The other four, not so much. March 19 against Our Hated Rivals wasn't such a good night for him. While a four-on-two rush is a bad situation, Brodeur was caught slow with his pad on GA # 108. He got beat on a floater from distance from Dan Girardi on GA #109 which was bad then as it was watching it again in August. On March 23, seeing David Steckel out-muscle Andy Greene was bad but so was Brodeur getting caught underneath the arm as seen in GA #124. It looked like had some of it, and if a goalie had some of it, then it usually means he could have had all of it. Lastly for soft goals, Brodeur had a Moose Moment on GA #125.
As usual, this also means that a majority of the goals allowed weren't soft ones. More interestingly was that this includes most of the games where Brodeur was shelled in. In the first game of the month, Brodeur didn't allow anything soft in the four allowed - including all three of David Krejci's goals (GAs #103, 105, 106) - to Boston. In the last game of the month, none of the four allowed to Tampa Bay - including all three of Ryan Malone's goals (GAs #130, 131, 132) - were soft. In fact, GA #131 was a literal bad bounce. None of the five allowed to Pittsburgh on Retro Jersey Day were bad. One could make a case for GA #114, the one where Pascal Dupuis fired a wrister from the sideboards and found the low left corner of the goal. I didn't count it as soft because I don't think Brodeur saw it; there was a Devil skater screening him. Additionally, it was a perfectly placed shot. Even if you do want to count that, the other four (GAs #113, 115, 116, 117) certainly weren't bad goals to allow. The point is that just because the box score shows the goalie getting beaten a lot or has a terrible looking save percentage like 16 saves out of 20 shots on March 31, it doesn't necessarily mean the goals allowed could have been or should have been stopped. Stuff like that happens, especially if the rest of the team doesn't show up.
And there were quite a few games like that in March where the Devils' effort just wasn't good either on offense, on defense, or both. I found quite a few skater errors in this month, mostly in the second half of March. Usually, a player has to do something egregious to get dinged for an error in my eyes. The lack of coverage (e.g. Bryce Salvador not picking up Malone on GA #130), guys getting over powered (GAs #107, 124), and guys not making plays despite being in a position to do so (e.g. Bryce Salvador getting beaten for a loose puck and unable to stop Malone before GA #132) are all examples of how a goaltender can be victimized. Throw in a lack of goal support or even possession for, say, a period, and a goaltender's life can be that much harder.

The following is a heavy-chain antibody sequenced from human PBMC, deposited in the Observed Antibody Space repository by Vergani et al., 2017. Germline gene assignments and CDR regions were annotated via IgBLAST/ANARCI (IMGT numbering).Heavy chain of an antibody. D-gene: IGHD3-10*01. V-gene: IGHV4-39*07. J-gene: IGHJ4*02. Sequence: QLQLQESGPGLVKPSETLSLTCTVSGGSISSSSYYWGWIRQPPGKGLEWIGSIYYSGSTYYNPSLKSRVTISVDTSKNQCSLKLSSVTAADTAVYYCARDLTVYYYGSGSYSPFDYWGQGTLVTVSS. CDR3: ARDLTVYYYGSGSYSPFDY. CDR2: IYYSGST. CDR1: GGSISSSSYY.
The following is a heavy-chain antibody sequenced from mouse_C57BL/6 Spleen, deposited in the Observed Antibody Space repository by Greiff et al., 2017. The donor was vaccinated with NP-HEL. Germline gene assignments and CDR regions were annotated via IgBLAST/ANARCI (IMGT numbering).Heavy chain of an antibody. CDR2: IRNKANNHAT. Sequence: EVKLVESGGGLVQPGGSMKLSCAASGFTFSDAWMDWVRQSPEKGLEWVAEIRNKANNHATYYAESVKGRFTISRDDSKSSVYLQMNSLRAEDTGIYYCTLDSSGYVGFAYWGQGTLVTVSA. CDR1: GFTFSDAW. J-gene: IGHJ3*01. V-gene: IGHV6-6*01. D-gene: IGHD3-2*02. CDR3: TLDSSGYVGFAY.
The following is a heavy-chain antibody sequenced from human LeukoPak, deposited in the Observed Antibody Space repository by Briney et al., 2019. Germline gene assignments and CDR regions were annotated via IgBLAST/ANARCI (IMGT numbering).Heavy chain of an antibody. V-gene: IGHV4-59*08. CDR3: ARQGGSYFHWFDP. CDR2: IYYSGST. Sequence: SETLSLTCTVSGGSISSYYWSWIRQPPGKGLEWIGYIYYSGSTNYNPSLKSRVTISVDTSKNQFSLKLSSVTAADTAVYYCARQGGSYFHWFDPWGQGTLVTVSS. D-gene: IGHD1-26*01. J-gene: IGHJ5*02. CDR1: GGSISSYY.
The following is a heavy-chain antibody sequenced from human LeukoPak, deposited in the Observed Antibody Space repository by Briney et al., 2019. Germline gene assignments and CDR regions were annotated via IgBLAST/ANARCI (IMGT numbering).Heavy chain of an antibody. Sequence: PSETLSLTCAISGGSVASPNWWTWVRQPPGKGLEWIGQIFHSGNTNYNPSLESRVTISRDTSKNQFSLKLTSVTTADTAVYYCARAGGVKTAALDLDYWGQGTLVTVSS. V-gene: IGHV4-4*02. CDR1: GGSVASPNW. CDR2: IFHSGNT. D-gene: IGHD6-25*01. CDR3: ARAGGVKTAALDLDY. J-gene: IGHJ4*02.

Additionally in this review, I found that 22 of the 31 goals (about 71%) came on scoring chances. I'm getting a bit more experienced in identifying where the shot is being taken and whether that's in that scoring chance zone. The fact that so many goals came from there speaks to how opponents got to those areas and how dangerous that area really is. Incidentally, only two of the seven soft goals I counted came outside of that area. That means five of those 22 goals allowed from scoring chances could have been stopped.
Lastly, the location of the goals allowed reveals further evidence that going low on Brodeur may be the thing to do. While Brodeur got beat high for eight goals and another six came at a mid-range height, a whopping 17 went low. Nine of those got in between his legs. While most of those weren't soft as you have to include deflections, point-blank rebounds, and such, that does suggest that spot was vulnerable in the month. Going low to Brodeur's left would also qualify as opponents scored six times there over the month. Again, all of those weren't soft, but it's worth noting. Brodeur isn't a butterfly goaltender and he isn't going to become one. But after seeing so many get past him without much lift in this review, I had to wonder if a butterfly goalie would be more effective. Of course, that doesn't mean that the imaginary goaltender doesn't get beaten low on rebounds, deflections, and such or that opponents just simply go higher on them.
As it turned out, five of the seven soft goals came in the second half of the month. That's not too surprising since Brodeur was beaten more often then. With more goals allowed, more stoppable ones getting through are bound to happen, I suppose. I guess a strong first half of a busy month can make up for a less-than-strong half that ends with a shutout.
That's what I took out of this review, now I want to know what you learned. Do you agree with the seven goals I called as soft? If not, which ones do you disagree with? Did I miss any goals as soft from your opinion? Are you surprised that Brodeur's overall numbers for the month held up despite getting shelled for most of the second half of it? Which game did you feel bad the most for Brodeur? Which game did you think Brodeur could have done much better in? Why do you think Brodeur got beaten low so much in March? Please leave your answers and other thoughts about Brodeur's performance in the month of March in the 2011-12 season in the comments. Thank you for reading.